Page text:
QHR, Telus set to create national messaging standards

By Rosie Lombardi

Dr Michael GuerriereA Canada-wide communications system is being developed that will allow doctors to send secure messages to each other from their EMRs. QHR Technologies and Telus Health recently announced they’re collaborating on a project that will merge the two companies’ protocols to create one national communications standard that any healthcare entity can use, and they’re inviting other EMR vendors to join the project. “I think we’ll have the connections in place by early 2017,” says Dr. Michael Guerriere (pictured), CMO at Telus Health. “Almost half of Canadian doctors are either Telus or QHR users, so we’re reaching the tipping point where doctors will see the value of adopting using our communications standard.”

From a technology standpoint, creating a unified standard from Telus and QHR’s existing communications standards will not be difficult, says Guerriere.  QHR’s doctor-users can already message each other, as can many of Telus’ users, he says. “We haven’t got all of our EMR platforms on one standard yet, but PS Suite users can message other PS Suite users.”

But most doctors don’t use these existing messaging capabilities because the number of users in each platform is small. “If a doctor you’re trying to communicate with isn’t on QHR or whatever platform you use, then it doesn’t work. You don’t want to use a fax machine if you can only communicate with 20 percent of the people you might want to contact. You need to be able to communicate with the majority of other professionals in order to see the adoption really pick up. That’s why building a national system is so important to improve communications.”

The more challenging component of the project will be creating a common directory that will allow messages to cross all the different platforms. “The directory is what will allow doctors to find the right person to message, so we need a system for properly managing our doctors’ identities. It will need to have strong security, and have the ability to audit message trails.”

Telus already has robust cross-platform identity management mechanisms in place, he adds. “Telus manages claims electronically for insurance companies and allied health professionals, and for governments around medications. What’s new is that we will be extending it to EMR environments for the new system.”

Guerriere emphasizes that this merged messaging system will not be a glorified e-mail system, but will have a powerful new feature: it will allow messaging directly from the EMR. “If I send a message to another doctor about a specific patient, I’ll be sending that message from within the patient’s chart. That message automatically becomes part of the chart. That’s why it’s very different from email. We’re integrating this right into the patient chart so that’s where the message is sent and received, and it all becomes part of that patient’s record.”

Once in place, the system will make communications between doctors much easier. E-referrals are an obvious area where messaging can make communication more efficient. “Not only can you message e-referrals, you can also ask clinical questions to clarify some element, and the back and forth will all automatically become part of the medical record.”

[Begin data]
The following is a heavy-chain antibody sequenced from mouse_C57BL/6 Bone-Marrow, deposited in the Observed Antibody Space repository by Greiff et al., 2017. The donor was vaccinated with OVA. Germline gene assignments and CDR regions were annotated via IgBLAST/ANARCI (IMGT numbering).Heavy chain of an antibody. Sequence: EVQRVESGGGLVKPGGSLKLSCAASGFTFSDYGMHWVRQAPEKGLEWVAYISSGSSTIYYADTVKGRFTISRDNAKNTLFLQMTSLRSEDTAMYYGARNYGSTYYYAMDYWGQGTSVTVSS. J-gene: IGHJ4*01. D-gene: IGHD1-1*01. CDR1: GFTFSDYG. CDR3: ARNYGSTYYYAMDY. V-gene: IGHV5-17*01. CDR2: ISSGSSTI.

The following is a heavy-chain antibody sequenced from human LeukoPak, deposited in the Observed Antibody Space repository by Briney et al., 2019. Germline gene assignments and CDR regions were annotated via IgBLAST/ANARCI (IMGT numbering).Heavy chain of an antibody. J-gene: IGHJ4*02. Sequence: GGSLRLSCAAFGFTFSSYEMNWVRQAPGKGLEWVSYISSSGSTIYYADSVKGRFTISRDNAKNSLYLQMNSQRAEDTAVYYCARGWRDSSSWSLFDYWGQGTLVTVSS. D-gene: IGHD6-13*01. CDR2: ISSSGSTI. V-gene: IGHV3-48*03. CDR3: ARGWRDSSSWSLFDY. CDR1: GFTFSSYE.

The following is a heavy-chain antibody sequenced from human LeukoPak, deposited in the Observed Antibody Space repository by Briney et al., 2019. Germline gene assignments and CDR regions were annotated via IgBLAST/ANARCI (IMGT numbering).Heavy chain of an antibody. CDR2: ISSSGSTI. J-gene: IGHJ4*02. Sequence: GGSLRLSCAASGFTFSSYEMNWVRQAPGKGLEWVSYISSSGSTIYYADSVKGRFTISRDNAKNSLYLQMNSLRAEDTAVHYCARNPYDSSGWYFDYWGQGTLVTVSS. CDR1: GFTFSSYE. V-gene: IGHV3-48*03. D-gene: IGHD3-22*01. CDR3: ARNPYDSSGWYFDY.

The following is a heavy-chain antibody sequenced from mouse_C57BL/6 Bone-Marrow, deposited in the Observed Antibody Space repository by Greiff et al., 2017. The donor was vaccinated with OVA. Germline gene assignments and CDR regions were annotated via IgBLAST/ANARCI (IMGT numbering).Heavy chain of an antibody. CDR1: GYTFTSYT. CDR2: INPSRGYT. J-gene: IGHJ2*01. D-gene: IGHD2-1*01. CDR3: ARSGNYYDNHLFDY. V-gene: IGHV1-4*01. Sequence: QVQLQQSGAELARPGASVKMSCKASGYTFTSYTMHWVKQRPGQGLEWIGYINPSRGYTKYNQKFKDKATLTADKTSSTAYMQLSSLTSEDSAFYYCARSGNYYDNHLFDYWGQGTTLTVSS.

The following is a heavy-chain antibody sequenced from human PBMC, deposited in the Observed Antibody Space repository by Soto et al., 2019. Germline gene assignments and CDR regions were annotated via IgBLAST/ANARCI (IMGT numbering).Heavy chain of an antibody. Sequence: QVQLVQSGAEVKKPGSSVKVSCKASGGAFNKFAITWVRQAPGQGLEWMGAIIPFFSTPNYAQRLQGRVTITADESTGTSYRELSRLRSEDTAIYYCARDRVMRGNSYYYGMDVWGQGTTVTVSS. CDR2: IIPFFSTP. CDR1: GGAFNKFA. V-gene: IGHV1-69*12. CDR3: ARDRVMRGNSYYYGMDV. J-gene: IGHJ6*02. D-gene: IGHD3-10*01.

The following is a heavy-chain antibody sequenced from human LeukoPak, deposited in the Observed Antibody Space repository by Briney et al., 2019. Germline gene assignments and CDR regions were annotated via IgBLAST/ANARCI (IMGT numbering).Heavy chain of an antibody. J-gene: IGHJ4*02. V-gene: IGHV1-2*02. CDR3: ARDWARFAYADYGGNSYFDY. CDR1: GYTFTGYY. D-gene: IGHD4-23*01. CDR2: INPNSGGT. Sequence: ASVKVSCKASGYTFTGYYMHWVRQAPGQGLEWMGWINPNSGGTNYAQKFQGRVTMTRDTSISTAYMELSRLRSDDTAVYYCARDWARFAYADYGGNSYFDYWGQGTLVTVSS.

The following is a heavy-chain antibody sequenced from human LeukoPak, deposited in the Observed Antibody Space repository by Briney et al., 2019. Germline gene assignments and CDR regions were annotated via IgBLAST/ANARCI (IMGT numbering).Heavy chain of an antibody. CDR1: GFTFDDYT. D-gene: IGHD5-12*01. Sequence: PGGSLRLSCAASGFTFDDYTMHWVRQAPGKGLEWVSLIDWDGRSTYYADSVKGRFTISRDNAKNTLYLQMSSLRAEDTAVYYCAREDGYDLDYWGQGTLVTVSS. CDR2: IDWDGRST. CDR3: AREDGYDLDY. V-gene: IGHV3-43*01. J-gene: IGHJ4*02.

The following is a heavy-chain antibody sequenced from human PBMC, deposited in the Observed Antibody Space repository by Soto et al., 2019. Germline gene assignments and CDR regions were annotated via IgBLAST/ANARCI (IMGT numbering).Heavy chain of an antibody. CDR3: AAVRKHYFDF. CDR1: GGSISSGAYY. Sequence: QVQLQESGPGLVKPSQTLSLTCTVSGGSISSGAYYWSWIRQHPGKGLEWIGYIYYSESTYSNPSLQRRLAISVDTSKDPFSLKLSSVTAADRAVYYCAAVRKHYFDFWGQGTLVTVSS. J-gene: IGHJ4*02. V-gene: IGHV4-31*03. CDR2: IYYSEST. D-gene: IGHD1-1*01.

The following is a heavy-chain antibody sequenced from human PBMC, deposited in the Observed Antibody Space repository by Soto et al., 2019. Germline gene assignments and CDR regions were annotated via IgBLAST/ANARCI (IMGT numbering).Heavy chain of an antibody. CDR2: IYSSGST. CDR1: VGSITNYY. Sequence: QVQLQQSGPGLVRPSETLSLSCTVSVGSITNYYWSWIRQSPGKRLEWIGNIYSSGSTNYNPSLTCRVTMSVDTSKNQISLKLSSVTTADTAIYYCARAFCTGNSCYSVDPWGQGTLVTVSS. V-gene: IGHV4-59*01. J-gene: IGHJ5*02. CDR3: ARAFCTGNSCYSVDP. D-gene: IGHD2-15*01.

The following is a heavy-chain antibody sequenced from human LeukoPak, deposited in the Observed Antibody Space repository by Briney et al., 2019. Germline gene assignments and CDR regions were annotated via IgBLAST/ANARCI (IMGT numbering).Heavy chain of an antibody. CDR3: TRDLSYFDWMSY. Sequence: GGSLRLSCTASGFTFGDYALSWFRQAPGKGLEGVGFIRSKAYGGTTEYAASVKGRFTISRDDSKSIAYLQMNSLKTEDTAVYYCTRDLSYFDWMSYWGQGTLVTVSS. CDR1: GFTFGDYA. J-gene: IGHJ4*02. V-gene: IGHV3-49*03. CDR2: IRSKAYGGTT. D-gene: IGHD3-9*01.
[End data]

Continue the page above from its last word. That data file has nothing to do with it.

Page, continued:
A national messaging system would also open the door to new areas of communication, for example, around medication management. “A specialist may see a patient and change their meds, but there’s no electronic mechanism today to allow that specialist to communicate that to the family doctor.  This would also be very useful if a doctor discontinues medication that was ordered by a different doctor. Ideally, you’d want that information not only to go to the pharmacy but also to the doctor who ordered the medication in the first place. Those kinds of communications today are just not happening, which creates a lot of confusion.”

There are already many integration projects afoot in most provinces for e-referrals and to allow hospitals and doctors to communicate. QHR and Telus’ merged messaging system may eliminate the need for some of these projects. “Initially our messages will be unstructured free text but then we’ll use the same distribution system to develop and move more structured messages, like requisitions for tests or electronic prescriptions. Then you could attach documents from the chart to those messages so you could send X-rays and lab results. You could send a lot of different things which would really enrich the doctor’s ability to communicate and eliminate all the faxes and papers that are used today.”

However, there are some areas where other messaging protocols are more appropriate, for example, uploading and downloading data. “For instance, if a doctor wants to get lab reports from the hospital, you could use a messaging protocol like ours but I think sometimes using an HL-7 protocol would be more effective for communications that are not doctor to doctor.”

Guerriere says Nightingale, Oscar and other EMR vendors are welcome to participate in developing a new national standard that will include their users. “If we can demonstrate significant benefits result from better collaboration between those doctors in areas where Telus and QHR reach, say, 70 or 80 percent of doctors, I believe it’ll inspire other vendors to work with us. We’re also actively exploring how to connect to other healthcare entities like pharmacies and allied health. We think that the potential for collaboration across the healthcare spectrum is an enormous opportunity.”

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